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Dissolution of Marriage

            Making the decision to get a Dissolution of Marriage a/k/a divorce can be difficult and the process can be very stressful and full of uncertainties.  If, however, you have made the decision to pursue a divorce then review my site to learn more about your rights and feel free to contact me with any questions that you may have. 

            In order to get divorced, you must first be married.  Seems obvious but many people are still confused about the issue of common law marriage.  Common law marriages entered into in Florida after January 1, 1968 are NOT valid.  Florida, however, will recognize a common law marriage validly entered into in another state.  To be married in Florida after January 1, 1968, you must obtain a marriage license and have the marriage solemnized by an ordained minister, elder, or other ordained clergy, a judicial officer, clerk of the circuit court, or a notary public of the State of Florida.  Marriages between two people of the same sex entered into in Florida have been recognized as valid since January, 2015.  Unmarried couples may enter into an enforceable agreement (Cohabitation Agreements) for support and other matters. 

            Florida is a no fault divorce state.  What does that mean?  That means that you do not need to prove fault on the part of your spouse such as adultery, abandonment, imprisonment or cruel and inhuman treatment.  In Florida, you may get divorce if the marriage is irretrievably broken or one of the spouses is mentally incapacitated.  A marriage is irretrievably broken when the parties are having difficulties whereby they can no longer live together in a normal marital relationship.  Although fault is not required to obtain a divorce, it may be considered by the court when awarding alimony and when determining an equitable distribution of the assets and debts.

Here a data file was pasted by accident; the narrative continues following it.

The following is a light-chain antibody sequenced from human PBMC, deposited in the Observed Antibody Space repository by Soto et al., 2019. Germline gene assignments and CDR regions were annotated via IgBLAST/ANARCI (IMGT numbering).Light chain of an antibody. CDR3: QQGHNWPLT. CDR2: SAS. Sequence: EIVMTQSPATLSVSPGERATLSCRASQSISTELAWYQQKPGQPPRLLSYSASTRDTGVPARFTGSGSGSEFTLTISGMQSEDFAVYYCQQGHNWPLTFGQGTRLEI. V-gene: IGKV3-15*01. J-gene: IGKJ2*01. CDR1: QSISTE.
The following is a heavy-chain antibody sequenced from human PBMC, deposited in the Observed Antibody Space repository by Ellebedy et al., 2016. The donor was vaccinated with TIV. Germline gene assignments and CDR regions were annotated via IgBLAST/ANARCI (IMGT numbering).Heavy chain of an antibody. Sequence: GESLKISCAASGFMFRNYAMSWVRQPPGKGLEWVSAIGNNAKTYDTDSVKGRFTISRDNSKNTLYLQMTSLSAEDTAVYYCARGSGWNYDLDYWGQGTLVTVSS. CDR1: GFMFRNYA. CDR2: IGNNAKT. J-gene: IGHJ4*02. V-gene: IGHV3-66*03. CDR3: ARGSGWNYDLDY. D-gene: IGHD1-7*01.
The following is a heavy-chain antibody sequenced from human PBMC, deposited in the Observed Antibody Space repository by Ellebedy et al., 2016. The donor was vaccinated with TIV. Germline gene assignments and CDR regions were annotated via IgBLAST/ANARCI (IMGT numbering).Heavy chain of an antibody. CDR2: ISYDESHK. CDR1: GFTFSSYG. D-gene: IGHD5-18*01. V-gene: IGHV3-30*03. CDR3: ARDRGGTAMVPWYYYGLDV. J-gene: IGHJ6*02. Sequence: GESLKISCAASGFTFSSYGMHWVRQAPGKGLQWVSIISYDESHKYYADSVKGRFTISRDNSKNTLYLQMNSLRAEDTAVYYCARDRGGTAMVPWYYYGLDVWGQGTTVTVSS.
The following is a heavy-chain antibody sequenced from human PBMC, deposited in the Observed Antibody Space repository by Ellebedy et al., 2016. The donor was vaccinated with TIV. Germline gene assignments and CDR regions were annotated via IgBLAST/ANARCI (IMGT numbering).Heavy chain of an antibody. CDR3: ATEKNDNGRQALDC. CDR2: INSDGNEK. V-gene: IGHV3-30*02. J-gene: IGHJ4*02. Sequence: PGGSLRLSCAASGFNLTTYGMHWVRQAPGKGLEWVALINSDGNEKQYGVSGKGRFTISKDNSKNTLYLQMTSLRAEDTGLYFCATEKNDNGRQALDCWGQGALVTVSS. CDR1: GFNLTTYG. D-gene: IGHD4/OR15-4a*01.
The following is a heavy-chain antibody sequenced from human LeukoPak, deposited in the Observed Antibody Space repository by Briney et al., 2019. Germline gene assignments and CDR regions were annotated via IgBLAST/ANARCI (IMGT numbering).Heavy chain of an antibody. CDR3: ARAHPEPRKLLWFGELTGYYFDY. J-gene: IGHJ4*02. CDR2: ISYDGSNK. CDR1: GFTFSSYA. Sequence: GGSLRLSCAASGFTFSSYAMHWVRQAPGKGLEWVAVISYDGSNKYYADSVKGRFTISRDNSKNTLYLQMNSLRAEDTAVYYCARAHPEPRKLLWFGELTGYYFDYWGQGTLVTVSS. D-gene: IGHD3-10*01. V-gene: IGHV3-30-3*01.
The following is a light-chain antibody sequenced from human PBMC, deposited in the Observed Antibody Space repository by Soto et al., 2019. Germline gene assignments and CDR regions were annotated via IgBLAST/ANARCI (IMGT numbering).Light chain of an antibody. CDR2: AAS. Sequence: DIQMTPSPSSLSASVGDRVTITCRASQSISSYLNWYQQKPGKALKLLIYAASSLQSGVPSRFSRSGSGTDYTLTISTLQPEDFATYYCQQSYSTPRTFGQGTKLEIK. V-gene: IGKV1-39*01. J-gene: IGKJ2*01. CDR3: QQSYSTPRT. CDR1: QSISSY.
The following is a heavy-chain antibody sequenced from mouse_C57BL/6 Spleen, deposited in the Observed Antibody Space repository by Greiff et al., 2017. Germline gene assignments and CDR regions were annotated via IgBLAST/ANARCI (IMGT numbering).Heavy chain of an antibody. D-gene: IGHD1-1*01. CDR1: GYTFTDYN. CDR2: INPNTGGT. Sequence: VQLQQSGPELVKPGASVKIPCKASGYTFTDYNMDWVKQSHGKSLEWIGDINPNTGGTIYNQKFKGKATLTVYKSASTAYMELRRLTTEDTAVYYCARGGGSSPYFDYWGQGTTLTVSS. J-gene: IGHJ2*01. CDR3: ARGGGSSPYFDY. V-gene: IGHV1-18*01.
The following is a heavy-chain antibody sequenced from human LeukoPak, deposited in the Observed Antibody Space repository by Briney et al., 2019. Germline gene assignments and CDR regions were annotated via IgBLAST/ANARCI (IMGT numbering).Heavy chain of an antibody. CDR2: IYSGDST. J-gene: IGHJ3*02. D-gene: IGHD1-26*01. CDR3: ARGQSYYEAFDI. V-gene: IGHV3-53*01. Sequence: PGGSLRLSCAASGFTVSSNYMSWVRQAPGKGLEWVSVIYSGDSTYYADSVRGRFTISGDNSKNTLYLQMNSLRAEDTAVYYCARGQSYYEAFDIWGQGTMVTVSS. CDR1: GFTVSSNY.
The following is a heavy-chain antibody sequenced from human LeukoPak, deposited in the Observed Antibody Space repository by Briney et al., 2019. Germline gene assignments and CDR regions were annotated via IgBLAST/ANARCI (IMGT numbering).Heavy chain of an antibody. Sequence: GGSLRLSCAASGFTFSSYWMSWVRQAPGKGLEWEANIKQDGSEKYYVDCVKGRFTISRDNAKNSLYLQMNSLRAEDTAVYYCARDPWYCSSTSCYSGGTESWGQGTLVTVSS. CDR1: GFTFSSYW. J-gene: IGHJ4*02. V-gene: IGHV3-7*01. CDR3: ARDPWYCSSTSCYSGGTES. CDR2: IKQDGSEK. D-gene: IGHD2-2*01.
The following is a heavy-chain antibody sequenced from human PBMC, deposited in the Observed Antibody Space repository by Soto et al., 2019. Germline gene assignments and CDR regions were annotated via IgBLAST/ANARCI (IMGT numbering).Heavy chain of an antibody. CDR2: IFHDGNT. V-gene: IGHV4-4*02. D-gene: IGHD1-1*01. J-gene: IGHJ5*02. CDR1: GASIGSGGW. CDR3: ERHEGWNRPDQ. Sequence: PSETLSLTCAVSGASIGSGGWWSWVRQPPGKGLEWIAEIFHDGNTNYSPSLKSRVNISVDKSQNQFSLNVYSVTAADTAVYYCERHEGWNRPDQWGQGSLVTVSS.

Many people want to know how long it will take to get a divorce in Florida.  Initially, at least one of the spouses must have lived in Florida for at least six months before filing a petition for dissolution of marriage.  Thereafter, the court must wait at least 20 days from the date of filing of the petition of dissolution of marriage to enter a final judgment of divorce.  In practice, however, it will ultimately depend upon the issues in your particular case and whether a settlement can be worked out or if a final trial is necessary.  Your particular case may also require hearings prior to the final trial to obtain temporary relief or to resolve other motions.

            During the course of the divorce proceedings, the parties will either need to agree upon or the court will rule upon several issues.  Those issues include, but are not limited to:

  1. Parental Responsibilities and timesharing;
  2. Equitable Distribution of the assets and debts;
  3. Alimony;
  4. Child Support;
  5. Attorneys' fees and all other issues related to the above.

             Please feel free to contact me with any questions that you may have.  I have significant experience handling uncontested cases and contested cases.  I have vast experience handling cases with few assets to significant assets including, but not limited to, business interests, royalties, retirement accounts, trusts, various types of stock options and cases involving contested custody and timesharing issues. 

Daniel M. Genet, P.A.

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